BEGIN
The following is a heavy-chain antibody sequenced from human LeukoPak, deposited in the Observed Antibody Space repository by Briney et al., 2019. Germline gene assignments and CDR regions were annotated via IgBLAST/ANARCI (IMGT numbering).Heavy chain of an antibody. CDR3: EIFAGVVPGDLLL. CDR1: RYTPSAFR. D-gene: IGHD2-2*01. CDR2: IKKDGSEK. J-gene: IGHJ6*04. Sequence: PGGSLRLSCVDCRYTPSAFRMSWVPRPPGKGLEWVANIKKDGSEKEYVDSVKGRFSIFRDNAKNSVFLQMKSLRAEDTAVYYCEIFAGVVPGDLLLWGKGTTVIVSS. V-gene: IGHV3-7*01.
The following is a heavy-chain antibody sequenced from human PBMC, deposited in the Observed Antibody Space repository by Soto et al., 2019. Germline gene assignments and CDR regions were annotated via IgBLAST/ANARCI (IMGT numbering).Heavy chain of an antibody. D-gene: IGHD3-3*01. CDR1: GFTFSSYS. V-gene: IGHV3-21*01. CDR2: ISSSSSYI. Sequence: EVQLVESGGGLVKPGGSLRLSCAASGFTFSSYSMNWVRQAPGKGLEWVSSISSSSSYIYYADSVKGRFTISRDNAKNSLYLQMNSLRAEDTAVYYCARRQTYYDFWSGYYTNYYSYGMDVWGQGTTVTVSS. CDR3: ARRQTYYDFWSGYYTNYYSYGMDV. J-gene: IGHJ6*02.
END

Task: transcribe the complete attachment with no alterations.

The following is a heavy-chain antibody sequenced from human LeukoPak, deposited in the Observed Antibody Space repository by Briney et al., 2019. Germline gene assignments and CDR regions were annotated via IgBLAST/ANARCI (IMGT numbering).Heavy chain of an antibody. CDR3: EIFAGVVPGDLLL. CDR1: RYTPSAFR. D-gene: IGHD2-2*01. CDR2: IKKDGSEK. J-gene: IGHJ6*04. Sequence: PGGSLRLSCVDCRYTPSAFRMSWVPRPPGKGLEWVANIKKDGSEKEYVDSVKGRFSIFRDNAKNSVFLQMKSLRAEDTAVYYCEIFAGVVPGDLLLWGKGTTVIVSS. V-gene: IGHV3-7*01.
The following is a heavy-chain antibody sequenced from human PBMC, deposited in the Observed Antibody Space repository by Soto et al., 2019. Germline gene assignments and CDR regions were annotated via IgBLAST/ANARCI (IMGT numbering).Heavy chain of an antibody. D-gene: IGHD3-3*01. CDR1: GFTFSSYS. V-gene: IGHV3-21*01. CDR2: ISSSSSYI. Sequence: EVQLVESGGGLVKPGGSLRLSCAASGFTFSSYSMNWVRQAPGKGLEWVSSISSSSSYIYYADSVKGRFTISRDNAKNSLYLQMNSLRAEDTAVYYCARRQTYYDFWSGYYTNYYSYGMDVWGQGTTVTVSS. CDR3: ARRQTYYDFWSGYYTNYYSYGMDV. J-gene: IGHJ6*02.